Animated movies regularly deal with significant real-world issues, but “Smallfoot” carries a big message that feels particularly timely: the question of being afraid of and hostile toward those who are different from us. That theme, and a pleasingly broad visual style, power past some sizable shortcomings in this Warner Bros. release, including mostly forgettable songs and a somewhat sluggish start.
The title is certainly clever, focusing on a Yeti community living high in the mountains. These big-footed creatures have been raised with an elaborate belief system teaching them, among other things, that there’s nothing beneath the clouds but a gaping abyss, despite a small band of heretics who suspect they’re not receiving the entire picture.
Migo (voiced by Channing Tatum) isn’t a member of that group, so he’s shocked when a plane crashes in the mountains, providing a glimpse of a person (the “smallfoot” of their legends) for the first time. His insistence that he saw what he saw gets him banished from the village, putting Migo in contact with the skeptics (voiced by, among others, Zendaya and basketball star LeBron James).
Bravely dropping through the clouds to redeem himself, Migo discovers the world below, and encounters the host of a struggling TV nature show, Percy (James Corden). The film begins to find its footing as the two seek to overcome the vast gap between them, which includes Percy’s speech sounding like a pipsqueak-y mouse to Migo, and Migo’s attempt to speak in friendly tones coming across as a threatening roar.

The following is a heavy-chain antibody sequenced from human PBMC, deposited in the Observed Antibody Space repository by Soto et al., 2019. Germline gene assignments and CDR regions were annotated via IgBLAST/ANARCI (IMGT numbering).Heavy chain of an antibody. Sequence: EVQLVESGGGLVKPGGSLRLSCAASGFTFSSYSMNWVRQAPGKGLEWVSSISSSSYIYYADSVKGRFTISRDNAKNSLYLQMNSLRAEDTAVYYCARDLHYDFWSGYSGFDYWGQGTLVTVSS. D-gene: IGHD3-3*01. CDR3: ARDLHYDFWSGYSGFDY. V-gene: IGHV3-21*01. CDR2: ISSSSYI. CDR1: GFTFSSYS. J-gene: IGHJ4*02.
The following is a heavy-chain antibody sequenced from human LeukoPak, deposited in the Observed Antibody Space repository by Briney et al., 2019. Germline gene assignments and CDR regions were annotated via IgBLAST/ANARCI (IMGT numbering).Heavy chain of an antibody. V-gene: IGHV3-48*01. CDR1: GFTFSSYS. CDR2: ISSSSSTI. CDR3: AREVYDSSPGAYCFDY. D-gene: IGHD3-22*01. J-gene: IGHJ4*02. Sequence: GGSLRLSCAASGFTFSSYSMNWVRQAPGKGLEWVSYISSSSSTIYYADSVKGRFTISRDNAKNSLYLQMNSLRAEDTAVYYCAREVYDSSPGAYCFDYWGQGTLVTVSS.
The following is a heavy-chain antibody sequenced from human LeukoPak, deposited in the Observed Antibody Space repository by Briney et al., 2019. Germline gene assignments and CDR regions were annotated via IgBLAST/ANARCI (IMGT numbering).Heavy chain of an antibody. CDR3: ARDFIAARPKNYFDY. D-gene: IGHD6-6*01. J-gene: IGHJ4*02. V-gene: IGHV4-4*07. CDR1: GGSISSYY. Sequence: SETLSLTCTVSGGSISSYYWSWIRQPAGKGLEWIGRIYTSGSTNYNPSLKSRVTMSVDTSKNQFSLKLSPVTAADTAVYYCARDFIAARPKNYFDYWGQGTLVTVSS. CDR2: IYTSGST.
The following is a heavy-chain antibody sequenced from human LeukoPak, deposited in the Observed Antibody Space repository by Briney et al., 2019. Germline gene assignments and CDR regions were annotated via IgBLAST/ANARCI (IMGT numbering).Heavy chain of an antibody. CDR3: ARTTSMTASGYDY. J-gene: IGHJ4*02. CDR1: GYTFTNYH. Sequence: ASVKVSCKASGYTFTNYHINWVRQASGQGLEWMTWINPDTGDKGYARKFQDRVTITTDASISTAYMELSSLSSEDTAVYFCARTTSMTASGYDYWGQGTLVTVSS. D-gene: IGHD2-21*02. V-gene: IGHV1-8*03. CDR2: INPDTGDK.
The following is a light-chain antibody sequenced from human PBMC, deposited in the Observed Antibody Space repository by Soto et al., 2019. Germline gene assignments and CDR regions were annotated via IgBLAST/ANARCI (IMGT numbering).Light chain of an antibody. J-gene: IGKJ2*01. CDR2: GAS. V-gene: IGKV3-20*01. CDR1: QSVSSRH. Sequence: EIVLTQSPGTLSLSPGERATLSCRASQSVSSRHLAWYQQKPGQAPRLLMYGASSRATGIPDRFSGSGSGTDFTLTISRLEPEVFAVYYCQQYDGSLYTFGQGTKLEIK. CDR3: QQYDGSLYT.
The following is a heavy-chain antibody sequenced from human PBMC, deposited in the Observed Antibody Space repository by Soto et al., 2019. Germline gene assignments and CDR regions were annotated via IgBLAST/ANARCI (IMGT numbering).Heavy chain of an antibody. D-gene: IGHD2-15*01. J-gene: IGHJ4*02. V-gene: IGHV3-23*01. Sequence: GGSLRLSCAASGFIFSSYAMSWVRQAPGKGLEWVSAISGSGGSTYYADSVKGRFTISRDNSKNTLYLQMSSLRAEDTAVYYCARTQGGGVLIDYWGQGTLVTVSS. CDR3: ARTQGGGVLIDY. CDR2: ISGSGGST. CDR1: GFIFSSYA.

Director Karey Kirkpatrick (“Over the Hedge”) also worked on the script — adapted from the book “Yeti Tracks” — and the songs with his brother, Wayne Kirkpatrick. The latter are a generic lot, except for a cover version of the Queen/David Bowie song “Under Pressure” and a powerful rap by Common, playing the village elder who presides over the Yeti customs, explaining the tribe’s carefully cultivated superstitions.
Disney and Pixar’s success can make conjuring animated blockbusters look easier than it is, but in truth, it’s no small feat. Some of the jokes here, for example, are uneven, as the humor ranges from lines apt to fly over the kids’ heads to below-the-belt gags they’ll love, like the Yeti thinking toilet paper is a sacred scroll.
Ultimately, though, “Smallfoot” has its heart in the right place, and mostly works — managing to convey a pretty thoughtful lesson about tolerance, division and learning to see from the perspective of others within the loud, colorful, computer-rendered trappings of the genre.
Granted, the playing field in animation can sometimes look like Disney and the seven dwarfs for other studios yapping at its heels. Warner Bros., however (like CNN, a unit of WarnerMedia), has enjoyed its share of successes, including “The LEGO Movie,” whose directors, Phil Lord and Christopher Miller, are among the producers here.
With “Smallfoot,” the studio has taken another step — size still to be determined — in the right direction.